jazz-funk2. Herbie Hancock – Head Hunters – Herbie Hancock is another jazz legend that helped shape the genre of jazz-funk. For awhile he was part of Miles Davis’ band. He released a series of more experimental albums in the early 1970s, but then began searching for an earthier, more grounded sound. Hancock loved the funk music that was emanating from artists such as Sly Stone, and decided to incorporate it into his brand of jazz. Head Hunters is a seminal album in the jazz-funk genre. One interesting fact about the album is that, unlike some prior Hancock albums and the electric-era Miles Davis albums, there is no guitar present on Head Hunters. Instead, the lineup features Hancock on electric piano, clavinet, and various synthesizers, Bennie Maupin on winds, Paul Jackson on the bass, Bill Summers on percussion – including the beer bottle – and Harvey Mason on drums. Maupin especially creates some phenomenal sheets of sound on the album’s third track, the heavy-hitting “Sly.” The album’s first track, “Chameleon” has become a standard in the repertoire and has become a cover favorite of an incredibly diverse and highly respected group of artists, including funk legend Maceo Parker, drummer extraordinaire Buddy Rich, and jam band scene favorites Gov’t Mule, The String Cheese Incident, and Umphrees McGee. “Watermelon Man,” the second track on the album, is also a standard in the repertoire but was originally composed as a hard bop era piece from Hancock’s debut album, Takin’ Off. This rerecording of the song is under the heavy influence of artists like hardest working man in show business, the Godfather of Soul, Mr. James Brown, as well as the aforementioned Sly Stone. Despite its name, “Vein Melter” is a slower jam that proves funk ain’t just for grooving on the dance floor, but also in the bedroom, if you know what I mean. All in all, this record is a fantastic listen.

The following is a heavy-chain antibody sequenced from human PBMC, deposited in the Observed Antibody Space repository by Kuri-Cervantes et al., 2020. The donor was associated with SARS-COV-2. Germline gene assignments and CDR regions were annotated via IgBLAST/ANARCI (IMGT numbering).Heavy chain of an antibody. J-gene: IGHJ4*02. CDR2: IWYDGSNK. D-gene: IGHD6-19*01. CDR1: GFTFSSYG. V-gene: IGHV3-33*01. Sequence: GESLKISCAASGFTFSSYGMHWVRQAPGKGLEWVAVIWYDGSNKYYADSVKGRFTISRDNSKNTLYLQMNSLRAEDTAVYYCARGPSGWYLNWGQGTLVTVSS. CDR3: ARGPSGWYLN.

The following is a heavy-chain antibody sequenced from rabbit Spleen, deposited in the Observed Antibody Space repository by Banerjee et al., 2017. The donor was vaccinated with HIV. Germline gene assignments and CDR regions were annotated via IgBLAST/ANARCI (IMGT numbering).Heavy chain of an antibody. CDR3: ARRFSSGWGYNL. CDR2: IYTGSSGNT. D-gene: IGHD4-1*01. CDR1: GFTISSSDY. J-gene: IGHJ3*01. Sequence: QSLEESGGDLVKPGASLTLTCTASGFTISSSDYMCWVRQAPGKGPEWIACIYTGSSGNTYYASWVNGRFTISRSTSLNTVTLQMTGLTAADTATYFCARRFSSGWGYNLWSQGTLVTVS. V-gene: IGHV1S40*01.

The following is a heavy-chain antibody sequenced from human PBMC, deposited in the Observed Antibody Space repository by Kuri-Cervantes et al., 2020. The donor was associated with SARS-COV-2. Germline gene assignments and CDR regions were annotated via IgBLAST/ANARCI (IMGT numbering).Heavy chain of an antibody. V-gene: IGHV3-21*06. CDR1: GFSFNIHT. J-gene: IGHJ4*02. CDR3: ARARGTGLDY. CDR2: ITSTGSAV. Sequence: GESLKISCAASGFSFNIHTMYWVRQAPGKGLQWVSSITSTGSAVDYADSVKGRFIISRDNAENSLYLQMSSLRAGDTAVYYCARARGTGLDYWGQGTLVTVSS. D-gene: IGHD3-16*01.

Want more groove? Need to further funkify your life? Never fear, dear Bona-friends, for there is more to come soon in “Jazz-Funk Boogie: Get Ready for Rock Candy Funk Party! Part 2” coming soon to this very blog!

– Brian R.
J&R Adventures

Images belong to the Public Domain